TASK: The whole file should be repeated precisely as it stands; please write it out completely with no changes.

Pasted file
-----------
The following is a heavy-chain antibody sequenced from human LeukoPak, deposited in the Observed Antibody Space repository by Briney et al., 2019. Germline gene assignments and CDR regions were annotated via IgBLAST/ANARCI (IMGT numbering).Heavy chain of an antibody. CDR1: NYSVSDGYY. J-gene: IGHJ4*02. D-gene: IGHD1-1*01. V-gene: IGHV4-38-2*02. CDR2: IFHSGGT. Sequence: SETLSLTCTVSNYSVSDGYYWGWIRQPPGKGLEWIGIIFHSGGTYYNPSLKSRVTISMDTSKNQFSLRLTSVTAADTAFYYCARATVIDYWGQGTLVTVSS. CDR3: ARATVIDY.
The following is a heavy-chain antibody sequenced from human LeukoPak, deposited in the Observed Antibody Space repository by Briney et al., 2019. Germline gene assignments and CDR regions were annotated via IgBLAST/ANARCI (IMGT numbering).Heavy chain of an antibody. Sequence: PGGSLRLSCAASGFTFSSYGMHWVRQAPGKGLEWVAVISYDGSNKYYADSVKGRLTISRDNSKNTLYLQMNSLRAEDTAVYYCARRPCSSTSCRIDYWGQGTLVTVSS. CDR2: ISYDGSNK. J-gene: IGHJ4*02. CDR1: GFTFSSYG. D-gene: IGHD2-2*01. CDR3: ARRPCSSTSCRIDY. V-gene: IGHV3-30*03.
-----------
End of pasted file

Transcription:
The following is a heavy-chain antibody sequenced from human LeukoPak, deposited in the Observed Antibody Space repository by Briney et al., 2019. Germline gene assignments and CDR regions were annotated via IgBLAST/ANARCI (IMGT numbering).Heavy chain of an antibody. CDR1: NYSVSDGYY. J-gene: IGHJ4*02. D-gene: IGHD1-1*01. V-gene: IGHV4-38-2*02. CDR2: IFHSGGT. Sequence: SETLSLTCTVSNYSVSDGYYWGWIRQPPGKGLEWIGIIFHSGGTYYNPSLKSRVTISMDTSKNQFSLRLTSVTAADTAFYYCARATVIDYWGQGTLVTVSS. CDR3: ARATVIDY.
The following is a heavy-chain antibody sequenced from human LeukoPak, deposited in the Observed Antibody Space repository by Briney et al., 2019. Germline gene assignments and CDR regions were annotated via IgBLAST/ANARCI (IMGT numbering).Heavy chain of an antibody. Sequence: PGGSLRLSCAASGFTFSSYGMHWVRQAPGKGLEWVAVISYDGSNKYYADSVKGRLTISRDNSKNTLYLQMNSLRAEDTAVYYCARRPCSSTSCRIDYWGQGTLVTVSS. CDR2: ISYDGSNK. J-gene: IGHJ4*02. CDR1: GFTFSSYG. D-gene: IGHD2-2*01. CDR3: ARRPCSSTSCRIDY. V-gene: IGHV3-30*03.